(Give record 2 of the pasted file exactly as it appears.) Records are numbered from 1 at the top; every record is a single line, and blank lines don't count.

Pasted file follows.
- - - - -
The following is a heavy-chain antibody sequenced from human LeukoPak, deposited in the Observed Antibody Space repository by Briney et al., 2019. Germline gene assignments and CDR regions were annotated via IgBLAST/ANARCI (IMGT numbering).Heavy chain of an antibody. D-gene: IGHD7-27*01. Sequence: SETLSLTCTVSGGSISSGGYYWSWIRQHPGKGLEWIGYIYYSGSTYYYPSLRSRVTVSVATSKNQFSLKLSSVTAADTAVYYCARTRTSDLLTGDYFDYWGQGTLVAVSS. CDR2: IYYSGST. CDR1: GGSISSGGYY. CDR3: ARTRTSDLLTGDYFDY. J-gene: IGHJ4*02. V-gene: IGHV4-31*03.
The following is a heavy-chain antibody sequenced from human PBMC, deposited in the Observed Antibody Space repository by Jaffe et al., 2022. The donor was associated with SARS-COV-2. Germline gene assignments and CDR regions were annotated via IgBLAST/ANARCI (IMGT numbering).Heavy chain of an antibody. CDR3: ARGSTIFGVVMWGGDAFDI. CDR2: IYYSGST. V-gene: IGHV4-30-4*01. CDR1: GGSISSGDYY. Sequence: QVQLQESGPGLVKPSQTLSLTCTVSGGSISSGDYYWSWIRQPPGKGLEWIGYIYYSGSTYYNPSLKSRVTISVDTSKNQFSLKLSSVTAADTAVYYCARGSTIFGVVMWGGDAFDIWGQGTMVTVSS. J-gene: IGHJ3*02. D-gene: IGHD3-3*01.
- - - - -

The following is a heavy-chain antibody sequenced from human PBMC, deposited in the Observed Antibody Space repository by Jaffe et al., 2022. The donor was associated with SARS-COV-2. Germline gene assignments and CDR regions were annotated via IgBLAST/ANARCI (IMGT numbering).Heavy chain of an antibody. CDR3: ARGSTIFGVVMWGGDAFDI. CDR2: IYYSGST. V-gene: IGHV4-30-4*01. CDR1: GGSISSGDYY. Sequence: QVQLQESGPGLVKPSQTLSLTCTVSGGSISSGDYYWSWIRQPPGKGLEWIGYIYYSGSTYYNPSLKSRVTISVDTSKNQFSLKLSSVTAADTAVYYCARGSTIFGVVMWGGDAFDIWGQGTMVTVSS. J-gene: IGHJ3*02. D-gene: IGHD3-3*01.